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The History of Chinese Lanterns

Puja Lalwani Feb 25, 2020
Though Chinese lanterns are obvious in their beauty, the history of Chinese lanterns is vivid yet mysterious.
The history of Chinese lanterns dates back to 250 BCE, where these were developed to improve the regular source of light that was an open flame.
While an open flame provided a stark contrast between objects, the lanterns that were created to shelter the flame not only reduced the intensity of the open flame, but also worked to create an ambiance with the soft glow that they gave.
It became a medium of art expression, where different artists came up with unique designs and patterns, and communicated various subjects through these beautiful paper lanterns.
The history of Chinese lanterns is not limited only to this detail. It is an object that has a whole lot of events and connotations associated with it, details of which have been provided here.

The History

An authentic and traditional Chinese lantern is bright red, round in shape. Some of these are embellished with golden tassels, and the artwork on them is usually golden in color.
Of course, the variety that is now available is immense, but all of these symbolized good luck, wealth, and a long life.

Spiritual Connotation

One of the prime theories is that they were invented as an alternative to the fire torches used by Buddhist monks, the night before the Chinese new year. This they carried with the hope of discovering the divine figure of the Buddha and his Bodhisattvas.
Another spiritual connotation of the lanterns is that they were a method of warding off the evil and inviting good luck. Till date it serves as a symbol of a long, healthy life.

Functional Uses

Yet another detail tells us that these lamps were also used to provide light for travelers, due to the absence of light during the night, thus making it a form of street lighting which experts tell us, other countries soon began to emulate.

Status Symbol

Placing a lantern outside a house was more of a status symbol, but soon surpassed status for function, and became a common ornamental accessory in all houses.
As a status symbol, the size of the lamps, and the materials used to made them, spoke of the vast amount of wealth owned by a family. The lamps were made of silk and velvet fabrics, and hung from higher floors because of their size, which can be verified by the fact that several people were usually required to put up these lamps.

Means of Communication

These lanterns also served as a means of communication among neighbors, when placed on the doorway, and the colors of the lanterns symbolized the events that the family was going through.
∘ Red: Red is a symbol of exuberance and zeal at its peak. As such, when placed outside a house, it symbolizes an event of marriage, or a birth in the family.
 Blue: A blue lantern is an indicator of poor health in the house, and also symbolizes the degenerating health of a family member.
∘ White: As is the case with many cultures across the world, white represents death in the Chinese culture too. When two white lanterns are placed on top of a doorway, along with a white sash that is placed across them, it symbolizes that a family is in mourning.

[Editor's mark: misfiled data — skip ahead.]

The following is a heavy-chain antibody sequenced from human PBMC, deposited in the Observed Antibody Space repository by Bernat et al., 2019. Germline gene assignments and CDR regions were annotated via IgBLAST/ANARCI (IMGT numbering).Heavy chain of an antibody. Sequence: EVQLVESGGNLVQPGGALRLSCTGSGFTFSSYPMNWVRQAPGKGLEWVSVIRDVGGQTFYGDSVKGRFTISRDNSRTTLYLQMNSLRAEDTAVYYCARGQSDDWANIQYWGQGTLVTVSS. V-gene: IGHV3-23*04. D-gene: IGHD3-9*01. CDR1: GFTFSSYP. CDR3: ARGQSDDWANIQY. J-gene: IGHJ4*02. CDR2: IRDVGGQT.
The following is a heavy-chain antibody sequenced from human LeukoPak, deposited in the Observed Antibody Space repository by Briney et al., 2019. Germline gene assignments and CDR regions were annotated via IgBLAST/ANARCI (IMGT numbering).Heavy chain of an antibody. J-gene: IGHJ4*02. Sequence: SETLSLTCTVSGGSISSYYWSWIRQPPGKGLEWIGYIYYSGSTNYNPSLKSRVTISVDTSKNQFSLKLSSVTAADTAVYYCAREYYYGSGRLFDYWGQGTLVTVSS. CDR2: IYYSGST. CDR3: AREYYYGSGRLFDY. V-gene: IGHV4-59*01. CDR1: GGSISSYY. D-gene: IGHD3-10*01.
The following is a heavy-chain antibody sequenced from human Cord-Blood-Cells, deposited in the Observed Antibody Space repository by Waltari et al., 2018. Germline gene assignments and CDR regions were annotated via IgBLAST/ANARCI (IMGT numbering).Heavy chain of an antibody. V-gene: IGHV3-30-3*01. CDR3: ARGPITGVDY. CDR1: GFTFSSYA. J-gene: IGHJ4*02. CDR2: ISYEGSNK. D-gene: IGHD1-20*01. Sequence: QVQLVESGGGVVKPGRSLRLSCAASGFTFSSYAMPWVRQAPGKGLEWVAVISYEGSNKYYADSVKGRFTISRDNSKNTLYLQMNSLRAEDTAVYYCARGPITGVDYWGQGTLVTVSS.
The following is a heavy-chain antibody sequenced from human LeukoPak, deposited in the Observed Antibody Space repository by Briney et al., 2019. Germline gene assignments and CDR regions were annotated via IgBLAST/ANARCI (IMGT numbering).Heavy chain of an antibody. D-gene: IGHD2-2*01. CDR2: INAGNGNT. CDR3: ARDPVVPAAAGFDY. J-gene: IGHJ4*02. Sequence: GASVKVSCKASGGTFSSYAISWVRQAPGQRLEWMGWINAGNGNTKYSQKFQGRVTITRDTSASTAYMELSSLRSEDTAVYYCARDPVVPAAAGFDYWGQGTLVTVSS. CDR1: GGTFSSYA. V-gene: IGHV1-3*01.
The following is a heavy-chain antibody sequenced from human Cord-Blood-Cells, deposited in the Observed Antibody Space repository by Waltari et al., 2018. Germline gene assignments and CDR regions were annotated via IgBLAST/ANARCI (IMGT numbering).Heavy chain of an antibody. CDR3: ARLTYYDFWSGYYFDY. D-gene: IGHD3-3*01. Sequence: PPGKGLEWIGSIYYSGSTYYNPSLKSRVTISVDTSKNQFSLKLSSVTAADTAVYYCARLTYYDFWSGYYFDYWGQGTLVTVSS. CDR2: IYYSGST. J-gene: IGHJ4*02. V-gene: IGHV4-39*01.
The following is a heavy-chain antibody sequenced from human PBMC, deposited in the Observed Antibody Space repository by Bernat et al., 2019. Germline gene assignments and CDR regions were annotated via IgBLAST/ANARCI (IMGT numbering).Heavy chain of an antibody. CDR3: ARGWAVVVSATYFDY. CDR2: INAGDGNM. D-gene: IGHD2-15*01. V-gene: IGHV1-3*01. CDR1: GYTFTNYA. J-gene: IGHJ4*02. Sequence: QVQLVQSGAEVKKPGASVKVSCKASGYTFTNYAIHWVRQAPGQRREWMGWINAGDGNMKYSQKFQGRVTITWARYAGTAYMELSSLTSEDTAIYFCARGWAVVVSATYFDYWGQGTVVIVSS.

Not only were Chinese lanterns used to communicate the good and bad events in a family, they also served as a means of communication among the military. The famous war hero, Zhu Geliang has been credited with the invention of a special lantern, used to alert neighboring cities of potential attack or danger.
This he did by dousing a strip of cloth in kerosene, and placing it within a lamp that was light enough to float into the sky at night. This was developed during a war period during the Han dynasty, i.e. from 206 B.C. to 220 A.D.

Festive Celebrations

The famous Chinese Lantern Festival has been celebrated since 230 B.C. During this festival, several large groups of people gathered and raised their lanterns, with the hope of being able to spot some of their deceased loved ones, on their voyage towards heaven.
This festival always took place on the first moon of the fifteenth day of the new lunar year or first lunar month, and were thus symbolic of the celebration of the Chinese New Year. This festival is also known as the Yuan Xiao festival.
On this day, single women were allowed to go out alone, in an attempt to be seen by or meet eligible bachelors. Till date, the lanterns are used as matchmakers between singles during the festival.
Chinese lanterns is that it was banned during the cultural revolution in China (1966 - 1976). With the death of Mao Zedong, the then leader of the country, the Cultural Revolution ended, and these lanterns were brought back to life with such fervor, that made them more popular than ever.
Even in today's times, Chinese lanterns have not lost their charm, and in fact, continue to dazzle huge crowds with their beauty and variety. The various patterns, designs, and colors not only make them a symbol of the rich culture and folk art of China, but also a beautiful accessory that is found in the homes of many lovers of these lanterns.
It is even used to light up weddings and other important ceremonies. With the effect it has on the masses today, it can safely be said that the history of Chinese lanterns has only strengthened the love for this object of Chinese art, and that these lanterns still serve to preserve the rich history, culture and traditions of the country.